Since opening their restaurant Antigua Guatemala in 2019, Yadira Reyes and Wilfredo Lopez have brought not only Guatemalan cuisine to the table but also an incredibly giving spirit. Despite the pandemic-related hardships that many small businesses have endured, Yadira and Wilfredo have so generously contributed countless meals and hours to GVH’s fundraising efforts this year. In February we collaborated with Antigua Guatemala for our Taste of Guatemala fundraiser and delivered 100 Guatemalan meals around the Seattle area, raising about $2,000. Yadira and Wilfredo extended their generosity even further and provided a delicious buffet of tostadas, chuchitos and yummy drinks for our Guatemalan Independence Day event in September. When we say that we’re very fortunate to have the volunteers and supporters that we do, we don’t say it lightly. Every year our newsletter includes the Volunteer of the Year, but this year applauding Antigua Guatemala as our Champion of the Year felt more appropriate. Thank you, Yadira and Wilfredo, for your continued support and for sharing Guatemalan flavors with us!
Yadira and Wilfredo
Stop by Antigua Guatemala at 120 Washington Ave N in Kent, WA for your next meal!
by Anita Nadelson & Charlotte Rasmussen
Our 2-week trip with GVH’s Guatemala-based team of dedicated medical professionals and public health support staff started by heading to the east of Guatemala, where the villages are located. The skill needed to navigate the muddy and rutted roads, which are navigable only by motorcycle or 4-wheel drive, is a testament to the remoteness of these villages and the commitment of the GVH staff to providing healthcare in high need areas.
The clinic days were long and hot but full of beauty and adventure and passed quickly. Volunteers helped in the clinic or went on site visits to homes to test family’s Ecofilters and learn more about their use of composting toilets. We saw the fruits villagers are able to grow on their properties — avocado, banana and papaya trees are popular. All the families were happy with their eco-filters, and those interested in growing their own food really liked their composting toilets and were eager to receive more seeds from GVH for additional crops to try.
The team spent a clinic day in the village of Marcajam where GVH had arranged for the Guatemalan Ministry of Health to bring 10 Moderna COVID-19 vaccines. With volunteers Sofia and Tommy, aged 17 and 16, having prepared and presented a COVID-19 presentation for all the villages and being accompanied by a Q'eqchi' translator, we were able to find several brave villagers willing to receive the vaccines. We were excited to learn that a few weeks later 40 more people requested vaccines in a neighboring village.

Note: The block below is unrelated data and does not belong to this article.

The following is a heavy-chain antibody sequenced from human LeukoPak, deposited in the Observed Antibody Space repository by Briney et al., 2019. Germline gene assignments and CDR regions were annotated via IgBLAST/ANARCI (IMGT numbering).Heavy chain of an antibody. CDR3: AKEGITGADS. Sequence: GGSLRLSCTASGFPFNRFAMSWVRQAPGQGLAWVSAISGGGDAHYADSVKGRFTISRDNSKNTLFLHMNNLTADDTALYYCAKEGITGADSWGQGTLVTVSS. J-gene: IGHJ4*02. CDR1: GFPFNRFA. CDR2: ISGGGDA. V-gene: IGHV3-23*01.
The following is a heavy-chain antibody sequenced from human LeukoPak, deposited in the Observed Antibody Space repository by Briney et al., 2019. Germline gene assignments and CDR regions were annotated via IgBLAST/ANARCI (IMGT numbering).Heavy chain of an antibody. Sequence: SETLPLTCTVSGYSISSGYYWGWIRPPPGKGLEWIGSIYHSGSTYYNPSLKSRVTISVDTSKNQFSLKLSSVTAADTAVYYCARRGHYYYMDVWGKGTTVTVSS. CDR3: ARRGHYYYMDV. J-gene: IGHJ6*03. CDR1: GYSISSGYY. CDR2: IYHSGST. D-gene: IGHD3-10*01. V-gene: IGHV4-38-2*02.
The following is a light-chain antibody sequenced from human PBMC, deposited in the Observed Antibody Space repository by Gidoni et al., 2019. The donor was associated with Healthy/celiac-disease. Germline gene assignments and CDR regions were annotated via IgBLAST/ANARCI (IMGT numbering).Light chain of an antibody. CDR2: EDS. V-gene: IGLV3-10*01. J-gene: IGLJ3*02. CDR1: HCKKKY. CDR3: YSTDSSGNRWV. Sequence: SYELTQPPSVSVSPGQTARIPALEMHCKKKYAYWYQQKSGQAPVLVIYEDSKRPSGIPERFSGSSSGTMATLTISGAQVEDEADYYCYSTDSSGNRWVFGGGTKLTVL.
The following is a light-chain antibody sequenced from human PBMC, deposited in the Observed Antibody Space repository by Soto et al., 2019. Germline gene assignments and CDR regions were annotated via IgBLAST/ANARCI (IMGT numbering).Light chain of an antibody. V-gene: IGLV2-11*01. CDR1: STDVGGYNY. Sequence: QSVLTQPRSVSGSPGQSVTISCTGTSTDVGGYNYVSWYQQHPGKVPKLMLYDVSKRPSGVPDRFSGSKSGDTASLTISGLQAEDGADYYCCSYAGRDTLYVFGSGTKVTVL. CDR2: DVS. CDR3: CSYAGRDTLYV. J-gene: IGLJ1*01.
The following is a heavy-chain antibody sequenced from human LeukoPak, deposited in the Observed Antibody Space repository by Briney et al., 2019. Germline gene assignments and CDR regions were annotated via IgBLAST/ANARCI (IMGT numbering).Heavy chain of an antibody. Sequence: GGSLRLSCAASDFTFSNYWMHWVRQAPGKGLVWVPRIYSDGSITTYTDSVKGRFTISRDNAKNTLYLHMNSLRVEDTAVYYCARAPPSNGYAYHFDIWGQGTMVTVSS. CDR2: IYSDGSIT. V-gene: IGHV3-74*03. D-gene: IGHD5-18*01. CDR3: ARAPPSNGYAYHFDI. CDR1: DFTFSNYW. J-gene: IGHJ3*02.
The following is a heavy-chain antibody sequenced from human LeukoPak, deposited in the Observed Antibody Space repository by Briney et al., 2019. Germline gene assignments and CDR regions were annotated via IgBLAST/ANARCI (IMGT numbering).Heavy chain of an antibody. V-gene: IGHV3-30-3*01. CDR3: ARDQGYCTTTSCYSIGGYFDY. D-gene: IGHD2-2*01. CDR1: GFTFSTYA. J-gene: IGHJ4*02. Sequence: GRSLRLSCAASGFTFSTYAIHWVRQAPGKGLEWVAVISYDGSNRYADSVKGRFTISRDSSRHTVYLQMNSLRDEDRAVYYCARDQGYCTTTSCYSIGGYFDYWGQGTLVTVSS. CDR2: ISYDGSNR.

There were exciting, heavy thunderstorms every afternoon and many nights, including one that flooded the clinic in Chinachabilchoch and another that washed out the mountain road the night after we came down. GVH quickly adjusted our plans so that we could visit accessible villages. These alterations played to the strength of our younger team members who helped develop a more comprehensive children’s program that engaged many village children for a long period of time while their families were in the clinic. Hand washing, oral hygiene and violence prevention were part of a fun program that included games and singing in Spanish and English.
Sofia reading to children at a clinic
GVH organized the trip so that volunteers had breaks throughout the week to explore the beauty of eastern Guatemala through activities such as relaxing in natural hot springs and waterfalls, shopping in Guatemalan markets, kayaking down the Rio Dulce to the Caribbean Sea, relaxing on the white sand shores of the Caribbean sea and visiting a UNESCO World Heritage site with Mayan ruins. We worked hard and loved every minute of it. We left with an appreciation for the beauty and warmth of the people, cultures and landscapes of Guatemala, and developed a much deeper understanding of the need for the work and services that GVH provides in these remote villages. The in-country staff and returning volunteers have seen the difference that GVH’s efforts have made to provide services that empower these communities to become more invested in their health and education. There is still much to do but GVH’s approach and our visit has made us all stronger supporters of this wonderful organization.
Charlotte and her 20-year old daughter, Zoe, and Anita and her 16-year old son, Tommy, along with 7 more volunteers (including GVH Executive Director Carolyn and her 17-year old daughter Sofia), were on this trip.
Our annual fundraising auction was back this May after having been canceled last year, and we raised almost $60,000! The virtual auction and gala was called Last Mile Healthcare to emphasize the importance of reaching the remotest villages. The online auction featured smaller items and experiences while the live auction gave people the chance to bid on some stunning getaways like a week at a Caribbean island home and fabulous dining experiences like a 3-course French meal with wine pairings. New this year, attendees were able to order a gala box which included wine and Guatemalan coffee and chocolate! We’re hoping that next year the auction will resume in-person since it’s one of our most engaging events and gives us a chance to meet GVH supporters!